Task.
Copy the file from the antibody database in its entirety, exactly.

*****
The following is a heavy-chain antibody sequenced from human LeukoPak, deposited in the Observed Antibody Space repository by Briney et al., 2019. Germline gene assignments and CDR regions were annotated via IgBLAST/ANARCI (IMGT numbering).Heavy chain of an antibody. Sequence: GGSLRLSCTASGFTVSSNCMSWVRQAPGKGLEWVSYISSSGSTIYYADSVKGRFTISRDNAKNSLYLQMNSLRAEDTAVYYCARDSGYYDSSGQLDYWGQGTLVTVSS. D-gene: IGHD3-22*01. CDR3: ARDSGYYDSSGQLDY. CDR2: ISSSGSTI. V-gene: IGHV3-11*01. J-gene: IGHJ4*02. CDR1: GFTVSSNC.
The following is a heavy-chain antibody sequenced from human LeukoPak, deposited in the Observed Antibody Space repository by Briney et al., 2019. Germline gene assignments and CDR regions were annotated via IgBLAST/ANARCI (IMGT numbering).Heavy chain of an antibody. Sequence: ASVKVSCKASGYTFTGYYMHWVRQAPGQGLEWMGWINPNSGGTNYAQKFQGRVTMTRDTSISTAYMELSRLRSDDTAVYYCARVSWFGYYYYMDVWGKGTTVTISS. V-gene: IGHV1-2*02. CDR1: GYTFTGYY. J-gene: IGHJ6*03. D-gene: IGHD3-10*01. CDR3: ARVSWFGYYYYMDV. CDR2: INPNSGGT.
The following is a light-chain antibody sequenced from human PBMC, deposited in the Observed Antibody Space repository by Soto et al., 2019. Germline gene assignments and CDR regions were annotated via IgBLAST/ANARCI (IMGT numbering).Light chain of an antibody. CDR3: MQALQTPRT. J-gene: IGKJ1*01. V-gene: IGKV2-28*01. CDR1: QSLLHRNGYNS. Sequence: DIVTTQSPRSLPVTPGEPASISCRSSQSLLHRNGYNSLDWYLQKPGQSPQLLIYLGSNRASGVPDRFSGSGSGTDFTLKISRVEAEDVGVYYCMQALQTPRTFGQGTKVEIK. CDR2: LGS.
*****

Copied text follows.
The following is a heavy-chain antibody sequenced from human LeukoPak, deposited in the Observed Antibody Space repository by Briney et al., 2019. Germline gene assignments and CDR regions were annotated via IgBLAST/ANARCI (IMGT numbering).Heavy chain of an antibody. Sequence: GGSLRLSCTASGFTVSSNCMSWVRQAPGKGLEWVSYISSSGSTIYYADSVKGRFTISRDNAKNSLYLQMNSLRAEDTAVYYCARDSGYYDSSGQLDYWGQGTLVTVSS. D-gene: IGHD3-22*01. CDR3: ARDSGYYDSSGQLDY. CDR2: ISSSGSTI. V-gene: IGHV3-11*01. J-gene: IGHJ4*02. CDR1: GFTVSSNC.
The following is a heavy-chain antibody sequenced from human LeukoPak, deposited in the Observed Antibody Space repository by Briney et al., 2019. Germline gene assignments and CDR regions were annotated via IgBLAST/ANARCI (IMGT numbering).Heavy chain of an antibody. Sequence: ASVKVSCKASGYTFTGYYMHWVRQAPGQGLEWMGWINPNSGGTNYAQKFQGRVTMTRDTSISTAYMELSRLRSDDTAVYYCARVSWFGYYYYMDVWGKGTTVTISS. V-gene: IGHV1-2*02. CDR1: GYTFTGYY. J-gene: IGHJ6*03. D-gene: IGHD3-10*01. CDR3: ARVSWFGYYYYMDV. CDR2: INPNSGGT.
The following is a light-chain antibody sequenced from human PBMC, deposited in the Observed Antibody Space repository by Soto et al., 2019. Germline gene assignments and CDR regions were annotated via IgBLAST/ANARCI (IMGT numbering).Light chain of an antibody. CDR3: MQALQTPRT. J-gene: IGKJ1*01. V-gene: IGKV2-28*01. CDR1: QSLLHRNGYNS. Sequence: DIVTTQSPRSLPVTPGEPASISCRSSQSLLHRNGYNSLDWYLQKPGQSPQLLIYLGSNRASGVPDRFSGSGSGTDFTLKISRVEAEDVGVYYCMQALQTPRTFGQGTKVEIK. CDR2: LGS.